April 19
Protecting Your Nonprofit Organization’s Trademarks: Monitoring and Enforcement


This blog post was written by INTA's 2015 Non-Profit Committee. 

Trademark registration is important (see “Protecting Your Nonprofit Organization’s Trademarks: Registration”), but registration alone does not stop third parties from using marks similar to those held by your organization. It is up to your organization to monitor use of similar marks by others and to enforce its rights against those third parties. The distinctiveness or strength of your marks can be reduced if they are used by third parties without your organization’s authorization, because use of similar names and marks by others can lead to confusion among potential donors, or even fraud or abandonment.

  1. Monitoring. It is important to be aware of your competitors in the marketplace and to monitor the names and marks they are using. A straightforward way to manage this is through periodic online searches of your marks. Such searches can include business name searches, online review of telephone directories, and review of news sources. A sophisticated approach to trademark monitoring could include a formal watching service that searches for third-party applications for similar marks that have been advertised for opposition purposes; such services are offered by commercial trademark search firms. Monitoring also may include keeping track of the use of your marks on the Internet, in particular on blogs and social media sites. Some of these tasks can be assigned informally to volunteers or employees and set out in your brand guidelines.
  2. Enforcement
    • ​​License Agreements. Any third parties that are using your marks should be required to enter into a license agreement with your organization and to abide by your brand guidelines. (See “Protecting Your Nonprofit Organization’s Trademarks: Regulating Use Through License Agreements.”) A less formal agreement may be sufficient if actual trademark use is not occurring—that is, if the mark is being used in some way other than as a trademark—and the user is willing to acknowledge your organization’s rights in the mark and to abide by your conditions for use.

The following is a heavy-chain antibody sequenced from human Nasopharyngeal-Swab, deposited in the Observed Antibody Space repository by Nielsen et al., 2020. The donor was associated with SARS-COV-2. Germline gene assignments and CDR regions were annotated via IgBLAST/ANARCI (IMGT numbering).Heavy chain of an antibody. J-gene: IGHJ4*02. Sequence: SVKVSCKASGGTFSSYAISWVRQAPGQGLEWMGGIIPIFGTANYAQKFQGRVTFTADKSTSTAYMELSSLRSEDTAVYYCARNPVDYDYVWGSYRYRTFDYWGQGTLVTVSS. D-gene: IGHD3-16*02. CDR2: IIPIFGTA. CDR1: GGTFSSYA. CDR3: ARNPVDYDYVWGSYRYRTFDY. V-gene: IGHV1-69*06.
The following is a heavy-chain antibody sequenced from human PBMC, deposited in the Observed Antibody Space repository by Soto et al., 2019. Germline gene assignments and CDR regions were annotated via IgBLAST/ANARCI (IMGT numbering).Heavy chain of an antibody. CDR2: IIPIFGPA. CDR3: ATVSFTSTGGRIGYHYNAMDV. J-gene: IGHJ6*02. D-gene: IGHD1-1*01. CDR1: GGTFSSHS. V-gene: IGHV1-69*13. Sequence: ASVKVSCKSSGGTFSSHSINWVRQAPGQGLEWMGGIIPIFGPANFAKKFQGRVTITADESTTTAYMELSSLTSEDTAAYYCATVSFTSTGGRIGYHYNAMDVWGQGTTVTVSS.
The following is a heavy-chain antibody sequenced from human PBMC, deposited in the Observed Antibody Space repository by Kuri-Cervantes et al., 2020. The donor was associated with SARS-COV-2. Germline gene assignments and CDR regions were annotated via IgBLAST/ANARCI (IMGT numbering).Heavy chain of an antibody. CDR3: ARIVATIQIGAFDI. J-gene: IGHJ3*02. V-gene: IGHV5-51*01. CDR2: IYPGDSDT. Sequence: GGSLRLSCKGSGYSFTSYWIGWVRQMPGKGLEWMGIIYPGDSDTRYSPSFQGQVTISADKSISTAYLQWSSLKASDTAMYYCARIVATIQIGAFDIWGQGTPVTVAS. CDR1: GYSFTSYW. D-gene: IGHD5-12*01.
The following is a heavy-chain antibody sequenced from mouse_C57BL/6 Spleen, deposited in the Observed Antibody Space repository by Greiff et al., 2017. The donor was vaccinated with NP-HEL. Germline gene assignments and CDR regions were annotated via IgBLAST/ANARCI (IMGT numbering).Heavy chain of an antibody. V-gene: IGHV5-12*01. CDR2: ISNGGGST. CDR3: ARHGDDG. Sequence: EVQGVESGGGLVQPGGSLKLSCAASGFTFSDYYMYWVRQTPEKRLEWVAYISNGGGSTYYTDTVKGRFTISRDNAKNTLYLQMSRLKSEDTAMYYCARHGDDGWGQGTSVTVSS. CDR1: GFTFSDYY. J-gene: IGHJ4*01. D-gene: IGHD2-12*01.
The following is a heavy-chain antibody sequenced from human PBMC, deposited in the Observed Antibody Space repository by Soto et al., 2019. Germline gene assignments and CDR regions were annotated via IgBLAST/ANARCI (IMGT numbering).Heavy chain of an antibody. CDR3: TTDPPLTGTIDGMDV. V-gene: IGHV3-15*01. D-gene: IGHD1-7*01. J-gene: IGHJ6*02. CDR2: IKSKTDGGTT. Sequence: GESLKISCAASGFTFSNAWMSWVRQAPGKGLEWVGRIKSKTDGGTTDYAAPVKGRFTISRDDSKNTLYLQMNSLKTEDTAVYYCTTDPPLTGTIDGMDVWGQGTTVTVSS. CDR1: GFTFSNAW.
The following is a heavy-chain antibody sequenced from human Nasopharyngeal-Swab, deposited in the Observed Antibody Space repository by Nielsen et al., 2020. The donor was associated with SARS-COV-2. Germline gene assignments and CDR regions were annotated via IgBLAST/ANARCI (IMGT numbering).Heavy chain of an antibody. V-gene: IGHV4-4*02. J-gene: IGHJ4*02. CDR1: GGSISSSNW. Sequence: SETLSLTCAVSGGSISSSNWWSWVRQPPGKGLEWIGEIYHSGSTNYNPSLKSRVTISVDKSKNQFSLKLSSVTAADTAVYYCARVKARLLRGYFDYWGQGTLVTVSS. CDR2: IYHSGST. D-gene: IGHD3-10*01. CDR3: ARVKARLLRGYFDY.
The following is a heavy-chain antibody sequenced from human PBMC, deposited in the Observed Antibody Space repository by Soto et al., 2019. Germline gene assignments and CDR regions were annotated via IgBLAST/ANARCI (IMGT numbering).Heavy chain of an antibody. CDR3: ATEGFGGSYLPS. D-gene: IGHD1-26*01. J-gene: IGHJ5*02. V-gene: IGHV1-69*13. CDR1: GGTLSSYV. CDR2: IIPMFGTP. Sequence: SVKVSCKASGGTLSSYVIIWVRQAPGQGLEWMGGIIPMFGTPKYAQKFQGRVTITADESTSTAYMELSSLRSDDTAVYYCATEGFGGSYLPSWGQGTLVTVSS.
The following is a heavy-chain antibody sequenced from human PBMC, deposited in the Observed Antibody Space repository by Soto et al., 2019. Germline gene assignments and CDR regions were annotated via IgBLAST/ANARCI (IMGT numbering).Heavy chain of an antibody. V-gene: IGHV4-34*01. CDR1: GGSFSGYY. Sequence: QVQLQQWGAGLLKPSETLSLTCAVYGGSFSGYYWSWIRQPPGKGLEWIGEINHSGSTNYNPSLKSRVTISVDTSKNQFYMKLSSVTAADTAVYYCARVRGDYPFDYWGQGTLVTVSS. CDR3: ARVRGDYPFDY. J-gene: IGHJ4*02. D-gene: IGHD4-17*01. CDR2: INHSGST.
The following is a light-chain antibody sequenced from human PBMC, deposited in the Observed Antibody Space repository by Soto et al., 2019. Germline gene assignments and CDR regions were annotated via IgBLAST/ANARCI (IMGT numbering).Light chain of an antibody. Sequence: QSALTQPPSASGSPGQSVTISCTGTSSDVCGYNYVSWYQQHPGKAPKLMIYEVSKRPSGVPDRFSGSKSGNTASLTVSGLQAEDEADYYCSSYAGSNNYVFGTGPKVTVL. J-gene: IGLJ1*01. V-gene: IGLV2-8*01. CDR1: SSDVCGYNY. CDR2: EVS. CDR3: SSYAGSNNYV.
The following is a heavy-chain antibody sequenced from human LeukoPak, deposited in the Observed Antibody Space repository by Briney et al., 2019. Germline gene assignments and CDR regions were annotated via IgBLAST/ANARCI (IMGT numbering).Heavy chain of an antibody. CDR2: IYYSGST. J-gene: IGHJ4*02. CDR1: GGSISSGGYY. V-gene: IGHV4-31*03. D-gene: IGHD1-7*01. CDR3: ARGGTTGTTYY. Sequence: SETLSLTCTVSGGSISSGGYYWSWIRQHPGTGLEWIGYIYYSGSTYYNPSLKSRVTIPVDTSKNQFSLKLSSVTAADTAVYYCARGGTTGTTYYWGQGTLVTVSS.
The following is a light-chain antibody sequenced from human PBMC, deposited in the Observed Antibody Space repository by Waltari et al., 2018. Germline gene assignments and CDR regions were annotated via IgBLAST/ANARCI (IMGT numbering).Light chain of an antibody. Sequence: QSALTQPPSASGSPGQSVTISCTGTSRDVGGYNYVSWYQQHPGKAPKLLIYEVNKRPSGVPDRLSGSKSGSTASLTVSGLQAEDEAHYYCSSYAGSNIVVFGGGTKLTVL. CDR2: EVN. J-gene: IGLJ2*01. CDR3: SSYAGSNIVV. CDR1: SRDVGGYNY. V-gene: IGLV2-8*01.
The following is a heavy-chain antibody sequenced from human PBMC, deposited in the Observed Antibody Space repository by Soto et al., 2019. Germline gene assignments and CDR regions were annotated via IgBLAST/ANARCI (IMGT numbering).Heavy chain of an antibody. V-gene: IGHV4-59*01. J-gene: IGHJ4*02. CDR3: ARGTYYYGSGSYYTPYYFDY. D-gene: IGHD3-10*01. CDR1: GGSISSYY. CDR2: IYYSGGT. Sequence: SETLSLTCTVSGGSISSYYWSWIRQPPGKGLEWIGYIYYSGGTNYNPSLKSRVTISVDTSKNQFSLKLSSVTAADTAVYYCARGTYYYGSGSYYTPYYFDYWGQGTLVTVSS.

• Opposition Proceedings. From time to time it may be necessary to commence trademark opposition proceedings against third parties to prevent the registration of marks similar to yours. Even if your organization is using outside counsel for these matters, it is important to be aware of the trademark opposition process in your country and all relevant deadlines.
    • Cease and Desist Letters. It also is useful for your organization to have available a boilerplate cease and desist letter to send to third parties to persuade them to stop using similar marks. Such a letter should be customized and completed to fit the circumstances in order to address the issue of concern. If successful from the outset, a cease and desist letter can help avoid litigation. It can also be used to initiate settlement. It is also useful to have a precedent of an undertaking to be signed by the third party to bind it to its commitment to cease use of the mark, and perhaps as well a model settlement agreement, to be used in resolving disputes.

Before sending a cease and desist letter or initiating an opposition, it is important to assess your organization’s position, including the strength of your case, the importance of the mark, the cost of proceeding, the potential negative consequences (e.g., to your reputation, if your organization is challenging another nonprofit), and the consequences of not proceeding. An investigator can be invaluable in determining information about the third party to aid in this analysis, to ensure that you have full knowledge of all relevant facts before proceeding.

    • ​Cancellation Proceedings. It is also useful to be aware of competing marks that can be cancelled for non-use, in order to keep your local trademark office register clear of marks similar to those held by your organization. Finally, from time to time, court proceedings may be necessary to enforce your organization’s rights; in most cases, however, matters can be resolved before you have to resort to such action.



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